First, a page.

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Excerpt from Oral History Interview with David Burgess, August 12, 1983. Interview F-0006. Southern Oral History Program Collection (#4007) See Entire Interview >>

Learning about the South from books and people

Burgess recalls some of the works that inspired his own writing on racial justice, including W.J. Cash's <cite>The Mind of the South</cite> and V.O. Key's <cite>Southern Politics in State and Nation</cite>. He then mentions some of his on-the-ground experiences. His style seems to be about making connections&#x2014;between the Old and New Testaments, and also between people.

Citing this Excerpt

Oral History Interview with David Burgess, August 12, 1983. Interview F-0006. Southern Oral History Program Collection (#4007) in the Southern Oral History Program Collection, Southern Historical Collection, Wilson Library, University of North Carolina at Chapel Hill.

Full Text of the Excerpt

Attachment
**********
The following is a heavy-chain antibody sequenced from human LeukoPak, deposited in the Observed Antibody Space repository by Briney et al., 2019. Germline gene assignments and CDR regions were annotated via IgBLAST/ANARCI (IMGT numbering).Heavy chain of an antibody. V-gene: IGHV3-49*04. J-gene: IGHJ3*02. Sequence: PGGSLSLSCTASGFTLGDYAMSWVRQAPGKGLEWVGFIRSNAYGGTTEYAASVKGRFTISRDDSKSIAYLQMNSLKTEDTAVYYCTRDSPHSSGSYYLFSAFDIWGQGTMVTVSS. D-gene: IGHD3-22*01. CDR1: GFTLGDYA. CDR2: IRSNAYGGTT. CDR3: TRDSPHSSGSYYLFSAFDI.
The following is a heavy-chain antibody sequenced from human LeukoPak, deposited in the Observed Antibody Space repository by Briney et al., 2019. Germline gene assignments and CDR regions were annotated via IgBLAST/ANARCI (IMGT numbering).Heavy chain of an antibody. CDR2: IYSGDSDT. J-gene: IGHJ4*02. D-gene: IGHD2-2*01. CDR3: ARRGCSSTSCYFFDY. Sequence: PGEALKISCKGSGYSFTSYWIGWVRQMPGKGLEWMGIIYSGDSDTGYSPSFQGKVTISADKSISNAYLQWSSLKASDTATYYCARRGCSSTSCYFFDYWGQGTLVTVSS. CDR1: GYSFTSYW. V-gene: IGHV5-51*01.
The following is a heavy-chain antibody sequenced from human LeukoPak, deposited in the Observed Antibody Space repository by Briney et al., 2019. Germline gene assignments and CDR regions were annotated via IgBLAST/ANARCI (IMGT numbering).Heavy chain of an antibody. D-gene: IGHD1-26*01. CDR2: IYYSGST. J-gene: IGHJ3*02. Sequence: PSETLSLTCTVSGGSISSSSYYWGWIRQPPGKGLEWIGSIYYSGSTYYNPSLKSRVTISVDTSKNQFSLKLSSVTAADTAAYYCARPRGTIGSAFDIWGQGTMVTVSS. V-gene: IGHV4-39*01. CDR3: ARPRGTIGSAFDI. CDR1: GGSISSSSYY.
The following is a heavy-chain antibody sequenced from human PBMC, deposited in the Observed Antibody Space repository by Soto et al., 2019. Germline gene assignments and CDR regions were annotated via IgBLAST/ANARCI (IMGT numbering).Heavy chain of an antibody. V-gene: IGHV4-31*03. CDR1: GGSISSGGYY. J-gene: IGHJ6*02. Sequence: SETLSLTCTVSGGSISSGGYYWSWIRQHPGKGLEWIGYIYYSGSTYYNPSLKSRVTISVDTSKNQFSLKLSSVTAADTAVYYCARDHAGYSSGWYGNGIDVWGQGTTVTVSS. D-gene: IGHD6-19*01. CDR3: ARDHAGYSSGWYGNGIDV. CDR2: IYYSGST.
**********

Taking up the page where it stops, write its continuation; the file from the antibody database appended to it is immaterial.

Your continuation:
I think the ability to get away to the conference or the way to think through what I was trying to do, seizing up my opposition and generally it was organized church. I wrote that pamphlet it is somewhere in my file which used by social action on I wrote some education material on the whole question of what is the church and what is the relationship. As my writings the Liston Pope's book on No Town of Preachers was almost well I was a close friend of Liston. And he helped me a lot understand. C.J. Cash's book The Mind of the South which I considered a classic it helped me a lot of facing. Then Key's book on Southern Politics gave me some better understanding. But I think more than intellectual graphs it was human beings that were going through similar strokes, and had a vision of what the south could be. Scotty Cowan and I were very close. Jean Smathers less so, but Jean and I were good friends. And Cox, and I was very close to Nell in a personal sort of way. And she told me go and see so and so when you go through Hendersonville, South Carolina or go and see so and so in Nevada which I did. So it was more I was sort of a visiting fireman as it were but I got a lot of help from other people. But I think that it was the old testament and the new testament connections trying to transform a racial society. And the whole question, this was an intergrated situation. I was living in a segregated society, segregated churches by and large and I was in peril quite often, physical peril, when I was a laborer. And I was threatened, I mean that I was never beaten up or I was never jailed, but it was a constant harassment. And I rather enjoyed it but I was often tired of it at times. My salary with the C.I.O. was 50 dollars a week with travel money. And that is about what we were living on with the church's sparse fare. So I would say that it is healing connections with people who stood for something, who would share their fustrations and their hopes and vice versa.